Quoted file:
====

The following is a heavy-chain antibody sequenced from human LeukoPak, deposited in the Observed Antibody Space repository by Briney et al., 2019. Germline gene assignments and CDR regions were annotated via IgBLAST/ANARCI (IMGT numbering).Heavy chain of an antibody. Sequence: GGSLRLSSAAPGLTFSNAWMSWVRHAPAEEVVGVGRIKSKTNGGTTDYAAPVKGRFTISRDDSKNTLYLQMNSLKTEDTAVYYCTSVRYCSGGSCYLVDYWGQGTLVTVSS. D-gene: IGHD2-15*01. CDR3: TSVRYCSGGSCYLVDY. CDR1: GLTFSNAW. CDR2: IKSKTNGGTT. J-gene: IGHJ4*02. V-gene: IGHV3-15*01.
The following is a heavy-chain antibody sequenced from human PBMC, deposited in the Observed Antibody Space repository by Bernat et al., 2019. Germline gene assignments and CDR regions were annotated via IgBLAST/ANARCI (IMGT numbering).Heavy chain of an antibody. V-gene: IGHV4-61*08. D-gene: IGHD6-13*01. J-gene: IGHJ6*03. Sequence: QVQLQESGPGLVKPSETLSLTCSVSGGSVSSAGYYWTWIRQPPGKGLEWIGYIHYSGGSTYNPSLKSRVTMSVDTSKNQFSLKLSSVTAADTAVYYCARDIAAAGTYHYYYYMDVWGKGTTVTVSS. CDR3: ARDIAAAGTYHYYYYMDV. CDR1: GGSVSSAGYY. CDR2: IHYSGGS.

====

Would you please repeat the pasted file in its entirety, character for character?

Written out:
The following is a heavy-chain antibody sequenced from human LeukoPak, deposited in the Observed Antibody Space repository by Briney et al., 2019. Germline gene assignments and CDR regions were annotated via IgBLAST/ANARCI (IMGT numbering).Heavy chain of an antibody. Sequence: GGSLRLSSAAPGLTFSNAWMSWVRHAPAEEVVGVGRIKSKTNGGTTDYAAPVKGRFTISRDDSKNTLYLQMNSLKTEDTAVYYCTSVRYCSGGSCYLVDYWGQGTLVTVSS. D-gene: IGHD2-15*01. CDR3: TSVRYCSGGSCYLVDY. CDR1: GLTFSNAW. CDR2: IKSKTNGGTT. J-gene: IGHJ4*02. V-gene: IGHV3-15*01.
The following is a heavy-chain antibody sequenced from human PBMC, deposited in the Observed Antibody Space repository by Bernat et al., 2019. Germline gene assignments and CDR regions were annotated via IgBLAST/ANARCI (IMGT numbering).Heavy chain of an antibody. V-gene: IGHV4-61*08. D-gene: IGHD6-13*01. J-gene: IGHJ6*03. Sequence: QVQLQESGPGLVKPSETLSLTCSVSGGSVSSAGYYWTWIRQPPGKGLEWIGYIHYSGGSTYNPSLKSRVTMSVDTSKNQFSLKLSSVTAADTAVYYCARDIAAAGTYHYYYYMDVWGKGTTVTVSS. CDR3: ARDIAAAGTYHYYYYMDV. CDR1: GGSVSSAGYY. CDR2: IHYSGGS.